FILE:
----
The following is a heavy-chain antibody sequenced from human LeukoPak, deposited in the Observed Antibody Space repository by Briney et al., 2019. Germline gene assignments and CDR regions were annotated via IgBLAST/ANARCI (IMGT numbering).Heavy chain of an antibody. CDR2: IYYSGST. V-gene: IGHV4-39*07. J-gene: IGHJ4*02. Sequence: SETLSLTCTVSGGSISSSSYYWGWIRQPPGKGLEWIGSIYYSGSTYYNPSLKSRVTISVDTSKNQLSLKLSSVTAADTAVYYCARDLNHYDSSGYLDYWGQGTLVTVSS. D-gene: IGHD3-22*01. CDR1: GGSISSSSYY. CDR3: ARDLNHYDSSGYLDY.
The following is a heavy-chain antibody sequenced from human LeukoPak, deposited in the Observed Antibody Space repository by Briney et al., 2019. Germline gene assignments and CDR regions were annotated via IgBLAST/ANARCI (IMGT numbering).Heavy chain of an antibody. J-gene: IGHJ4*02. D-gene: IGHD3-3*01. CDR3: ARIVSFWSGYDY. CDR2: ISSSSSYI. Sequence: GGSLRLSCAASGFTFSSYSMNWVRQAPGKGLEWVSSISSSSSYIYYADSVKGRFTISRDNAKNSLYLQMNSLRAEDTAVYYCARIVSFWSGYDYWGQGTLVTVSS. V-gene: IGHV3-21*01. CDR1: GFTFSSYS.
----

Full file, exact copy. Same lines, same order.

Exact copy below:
The following is a heavy-chain antibody sequenced from human LeukoPak, deposited in the Observed Antibody Space repository by Briney et al., 2019. Germline gene assignments and CDR regions were annotated via IgBLAST/ANARCI (IMGT numbering).Heavy chain of an antibody. CDR2: IYYSGST. V-gene: IGHV4-39*07. J-gene: IGHJ4*02. Sequence: SETLSLTCTVSGGSISSSSYYWGWIRQPPGKGLEWIGSIYYSGSTYYNPSLKSRVTISVDTSKNQLSLKLSSVTAADTAVYYCARDLNHYDSSGYLDYWGQGTLVTVSS. D-gene: IGHD3-22*01. CDR1: GGSISSSSYY. CDR3: ARDLNHYDSSGYLDY.
The following is a heavy-chain antibody sequenced from human LeukoPak, deposited in the Observed Antibody Space repository by Briney et al., 2019. Germline gene assignments and CDR regions were annotated via IgBLAST/ANARCI (IMGT numbering).Heavy chain of an antibody. J-gene: IGHJ4*02. D-gene: IGHD3-3*01. CDR3: ARIVSFWSGYDY. CDR2: ISSSSSYI. Sequence: GGSLRLSCAASGFTFSSYSMNWVRQAPGKGLEWVSSISSSSSYIYYADSVKGRFTISRDNAKNSLYLQMNSLRAEDTAVYYCARIVSFWSGYDYWGQGTLVTVSS. V-gene: IGHV3-21*01. CDR1: GFTFSSYS.